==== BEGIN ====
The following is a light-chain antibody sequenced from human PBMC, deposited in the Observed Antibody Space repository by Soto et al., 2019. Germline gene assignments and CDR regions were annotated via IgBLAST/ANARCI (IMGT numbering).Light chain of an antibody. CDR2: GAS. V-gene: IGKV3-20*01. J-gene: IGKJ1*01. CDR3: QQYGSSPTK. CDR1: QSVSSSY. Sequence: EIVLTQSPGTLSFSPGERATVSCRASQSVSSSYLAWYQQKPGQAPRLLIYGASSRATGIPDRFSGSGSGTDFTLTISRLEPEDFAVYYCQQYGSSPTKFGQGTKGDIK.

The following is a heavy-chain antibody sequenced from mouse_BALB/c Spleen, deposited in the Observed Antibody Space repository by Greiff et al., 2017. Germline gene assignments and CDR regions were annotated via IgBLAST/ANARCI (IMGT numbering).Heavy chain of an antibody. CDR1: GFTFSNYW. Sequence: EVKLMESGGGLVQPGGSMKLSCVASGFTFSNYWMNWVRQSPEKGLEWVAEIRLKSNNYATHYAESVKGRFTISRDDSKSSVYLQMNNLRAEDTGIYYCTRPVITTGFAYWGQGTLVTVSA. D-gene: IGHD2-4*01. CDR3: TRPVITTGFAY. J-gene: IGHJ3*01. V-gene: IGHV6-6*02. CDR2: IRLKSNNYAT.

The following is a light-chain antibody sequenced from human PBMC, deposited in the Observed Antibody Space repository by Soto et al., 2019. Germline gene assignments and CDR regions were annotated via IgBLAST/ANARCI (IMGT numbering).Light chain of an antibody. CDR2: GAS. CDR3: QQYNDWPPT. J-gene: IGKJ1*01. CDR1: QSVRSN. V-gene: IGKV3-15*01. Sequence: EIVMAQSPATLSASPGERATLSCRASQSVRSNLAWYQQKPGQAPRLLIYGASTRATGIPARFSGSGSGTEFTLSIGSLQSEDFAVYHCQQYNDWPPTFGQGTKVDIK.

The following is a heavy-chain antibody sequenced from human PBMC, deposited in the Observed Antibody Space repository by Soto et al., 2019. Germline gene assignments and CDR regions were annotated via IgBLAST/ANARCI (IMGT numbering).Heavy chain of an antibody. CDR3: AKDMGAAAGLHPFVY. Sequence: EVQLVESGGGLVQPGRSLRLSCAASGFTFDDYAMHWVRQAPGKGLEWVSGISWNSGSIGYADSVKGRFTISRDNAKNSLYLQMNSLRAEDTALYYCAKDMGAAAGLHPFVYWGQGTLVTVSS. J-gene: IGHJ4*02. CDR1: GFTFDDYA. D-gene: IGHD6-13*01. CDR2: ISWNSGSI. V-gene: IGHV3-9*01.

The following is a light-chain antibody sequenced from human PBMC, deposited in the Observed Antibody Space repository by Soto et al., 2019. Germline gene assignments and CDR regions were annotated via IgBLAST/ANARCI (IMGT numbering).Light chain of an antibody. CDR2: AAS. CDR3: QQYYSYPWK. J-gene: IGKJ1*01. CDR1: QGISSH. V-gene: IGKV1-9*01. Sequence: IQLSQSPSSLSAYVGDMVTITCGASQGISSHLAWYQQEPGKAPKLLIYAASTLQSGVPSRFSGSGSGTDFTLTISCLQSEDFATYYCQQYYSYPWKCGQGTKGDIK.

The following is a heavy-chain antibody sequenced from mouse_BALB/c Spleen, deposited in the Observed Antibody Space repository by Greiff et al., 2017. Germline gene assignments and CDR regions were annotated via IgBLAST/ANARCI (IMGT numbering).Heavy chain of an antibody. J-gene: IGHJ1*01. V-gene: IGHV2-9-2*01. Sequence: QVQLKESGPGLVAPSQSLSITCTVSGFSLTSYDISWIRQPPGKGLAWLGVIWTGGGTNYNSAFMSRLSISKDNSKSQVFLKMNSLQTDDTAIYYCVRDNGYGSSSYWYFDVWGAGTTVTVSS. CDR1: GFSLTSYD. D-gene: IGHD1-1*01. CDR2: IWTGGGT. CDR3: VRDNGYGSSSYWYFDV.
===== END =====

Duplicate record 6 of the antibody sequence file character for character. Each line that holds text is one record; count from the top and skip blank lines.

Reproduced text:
The following is a heavy-chain antibody sequenced from mouse_BALB/c Spleen, deposited in the Observed Antibody Space repository by Greiff et al., 2017. Germline gene assignments and CDR regions were annotated via IgBLAST/ANARCI (IMGT numbering).Heavy chain of an antibody. J-gene: IGHJ1*01. V-gene: IGHV2-9-2*01. Sequence: QVQLKESGPGLVAPSQSLSITCTVSGFSLTSYDISWIRQPPGKGLAWLGVIWTGGGTNYNSAFMSRLSISKDNSKSQVFLKMNSLQTDDTAIYYCVRDNGYGSSSYWYFDVWGAGTTVTVSS. CDR1: GFSLTSYD. D-gene: IGHD1-1*01. CDR2: IWTGGGT. CDR3: VRDNGYGSSSYWYFDV.